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The mechanics of interface design. The user reconfigured: On subjectivities of information. Authors: Jeffrey Bardzell Interaction design researchers are increasingly focusing on the changing roles of the user.

The user reconfigured: On subjectivities of information

By this we do not mean how technologies have changed people. Instead, we refer here to how interaction designers have deployed “the user” as a kind of rhetorical or discursive construct. In an earlier paper [1], which I summarize here, we argued that not only has the field’s rhetorical use of “the user” changed over the past 30 years, but also that interaction design as a field would benefit from a more reflective and deliberate deployment of both the concept and the term. It is in the user that the technical and social worlds come together. The user has been and continues to be a plastic enough concept to handle its diverse uses, but as the concept continues to accrue meanings and applications, it acquires a complexity that can be hidden behind its apparent simplicity. Let’s unpack that. A Brief History of “the User” A brief survey of “the user” makes this clear. References.

Experimental HCI

Origins of Common UI Symbols. Hat do Swedish campgrounds and overuse of the Apple logo have in common?

Origins of Common UI Symbols

A lot, according to Andy Hertzfeld of the original Mac development team. While working with other team members to translate menu commands directly to the keyboard, Hertzfeld and his team decided to add a special function key. The idea was simple: When pressed in combination with other keys, this “Apple key” would select the corresponding menu command. Jobs hated it — or more precisely the symbol used to represent the button — which was yet another picture of the Apple logo. 19 common UX problems and how to fix them. The Complexity of Simplicity. Every project I've worked on in my 17-year career has had one thing in common.

The Complexity of Simplicity

At some point someone says, "It should be simple. " But what does "simple" actually mean? People can always tell when something is simple, uncomplicated, elegant, not overworked, or a number of other near-synonyms, but can rarely articulate why something is simple. Because simplicity is inherently subjective, achieving it pretty tricky. Fortunately, the discipline of experience design has emerged as a means to help the world realize its need for simplicity and what it takes to achieve it.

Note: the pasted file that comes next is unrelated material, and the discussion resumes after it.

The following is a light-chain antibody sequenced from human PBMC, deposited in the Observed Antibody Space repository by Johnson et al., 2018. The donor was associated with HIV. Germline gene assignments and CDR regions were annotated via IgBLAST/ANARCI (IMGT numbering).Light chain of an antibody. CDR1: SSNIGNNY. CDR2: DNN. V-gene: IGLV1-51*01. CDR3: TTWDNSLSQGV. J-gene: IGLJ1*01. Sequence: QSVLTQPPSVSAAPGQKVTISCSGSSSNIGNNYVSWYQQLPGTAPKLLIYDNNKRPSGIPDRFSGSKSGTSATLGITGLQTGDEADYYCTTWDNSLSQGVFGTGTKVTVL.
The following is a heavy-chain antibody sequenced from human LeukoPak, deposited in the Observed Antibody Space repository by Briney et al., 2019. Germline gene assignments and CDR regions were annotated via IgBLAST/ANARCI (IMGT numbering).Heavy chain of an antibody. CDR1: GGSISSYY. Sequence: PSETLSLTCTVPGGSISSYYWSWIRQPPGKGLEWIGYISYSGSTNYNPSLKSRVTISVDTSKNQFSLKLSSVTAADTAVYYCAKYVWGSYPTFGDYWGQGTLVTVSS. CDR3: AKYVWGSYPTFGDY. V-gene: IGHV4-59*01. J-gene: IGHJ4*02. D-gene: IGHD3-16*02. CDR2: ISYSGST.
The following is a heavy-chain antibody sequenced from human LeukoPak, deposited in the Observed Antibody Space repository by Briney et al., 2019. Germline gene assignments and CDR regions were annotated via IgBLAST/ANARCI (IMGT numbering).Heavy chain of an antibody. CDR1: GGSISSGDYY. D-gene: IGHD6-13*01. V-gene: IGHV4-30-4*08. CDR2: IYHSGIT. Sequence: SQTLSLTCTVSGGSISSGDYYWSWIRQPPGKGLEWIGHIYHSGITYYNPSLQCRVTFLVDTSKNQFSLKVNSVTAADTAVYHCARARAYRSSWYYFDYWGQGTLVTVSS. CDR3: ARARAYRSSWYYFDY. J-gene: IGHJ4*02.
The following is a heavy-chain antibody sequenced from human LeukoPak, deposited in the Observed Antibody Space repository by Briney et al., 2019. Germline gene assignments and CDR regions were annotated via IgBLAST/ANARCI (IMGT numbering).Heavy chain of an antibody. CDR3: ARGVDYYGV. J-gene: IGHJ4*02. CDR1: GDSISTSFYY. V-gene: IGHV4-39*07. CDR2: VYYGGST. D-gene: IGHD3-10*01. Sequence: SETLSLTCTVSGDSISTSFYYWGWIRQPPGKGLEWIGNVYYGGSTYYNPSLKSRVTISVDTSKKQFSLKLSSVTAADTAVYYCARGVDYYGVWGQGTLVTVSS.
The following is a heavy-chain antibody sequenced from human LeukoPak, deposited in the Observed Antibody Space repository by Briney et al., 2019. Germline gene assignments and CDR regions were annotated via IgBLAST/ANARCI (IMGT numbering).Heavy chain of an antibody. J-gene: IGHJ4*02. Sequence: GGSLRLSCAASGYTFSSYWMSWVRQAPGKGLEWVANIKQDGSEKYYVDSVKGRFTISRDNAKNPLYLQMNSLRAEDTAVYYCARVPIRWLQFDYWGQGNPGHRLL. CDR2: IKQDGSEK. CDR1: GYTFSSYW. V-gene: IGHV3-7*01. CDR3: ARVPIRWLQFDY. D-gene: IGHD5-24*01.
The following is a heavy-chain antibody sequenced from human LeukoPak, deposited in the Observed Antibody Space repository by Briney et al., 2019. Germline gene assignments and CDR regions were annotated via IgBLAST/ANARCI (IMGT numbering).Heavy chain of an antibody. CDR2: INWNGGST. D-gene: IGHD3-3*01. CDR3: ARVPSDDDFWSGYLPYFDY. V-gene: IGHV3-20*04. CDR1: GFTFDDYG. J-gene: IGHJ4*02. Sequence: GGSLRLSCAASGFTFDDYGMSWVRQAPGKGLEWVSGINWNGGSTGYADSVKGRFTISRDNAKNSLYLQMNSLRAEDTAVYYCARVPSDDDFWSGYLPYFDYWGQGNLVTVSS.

20 FREE ebooks for designing user experience / ux by keepitusable. Here are 20 free online ux books that will help designers to create a better user experience / ux and improved usability. 1 Mental Models in Human-Computer Interaction: Research Issues About What the User of Software Knows by John M.

20 FREE ebooks for designing user experience / ux by keepitusable

Carroll and Judith Reitman Olson 2 HCI Models, Theories and Frameworks: Toward a Multi-disciplinary Science by John M. Carroll 3 Search User Interfaces by Marti A. 4 Designing Interfaces by Jenifer Tidwell (patterns only) 5 Designing Mobile Interfaces by Steven Hoober and Eric Berkman 6 Web Style Guide by Patrick J. 7 Just Ask: Integrating Accessibility Throughout Design by Shawn Henry 8 Building accessible websites by Joe Clark 9 The Fable of the User-Centered Designer by David Travis 10 Converting The Believers by usereffect 11 Elements of psychology by Henry N. 12 Learning, Remembering, Believing: Enhancing Human Performance by Daniel Druckman and Robert A. 13 Psychology and Industrial Efficiency by Hugo Münsterberg 14 Getting Real by 37 Signals 18 CSS Cookbook.


User Experience Project. Defining and Informing the Complex Field of User Experience (UX) Courses. Dark Patterns - User Interfaces Designed to Trick People. Design methods & tools. Associations. Usability. People. UX Myths. FatFonts. FatFonts is a graphical technique conceived and developed by Miguel Nacenta, Uta Hinrichs, and Sheelagh Carpendale.


The FatFonts technique is based on a new type of numeric typeface designed for visualization purposes that bridge the gap between numeric and visual representations. FatFonts are based on Indo-arabic numerals but, unlike regular numeric typefaces, the amount of ink (dark pixels) used for each digit is proportional to its quantitative value. This enables accurate reading of the numerical data while preserving an overall visual context. How it works Fatfonts are designed so that the amount of dark pixels in a numeral character is proportional to the number it represents. This proportionality of ink is the main property of FatFonts.

Multi-level Digits With the examples above you can only represent numbers from 0 (blank fatfont) to 9. The image above represents a 4-digit FatFont number 4,895.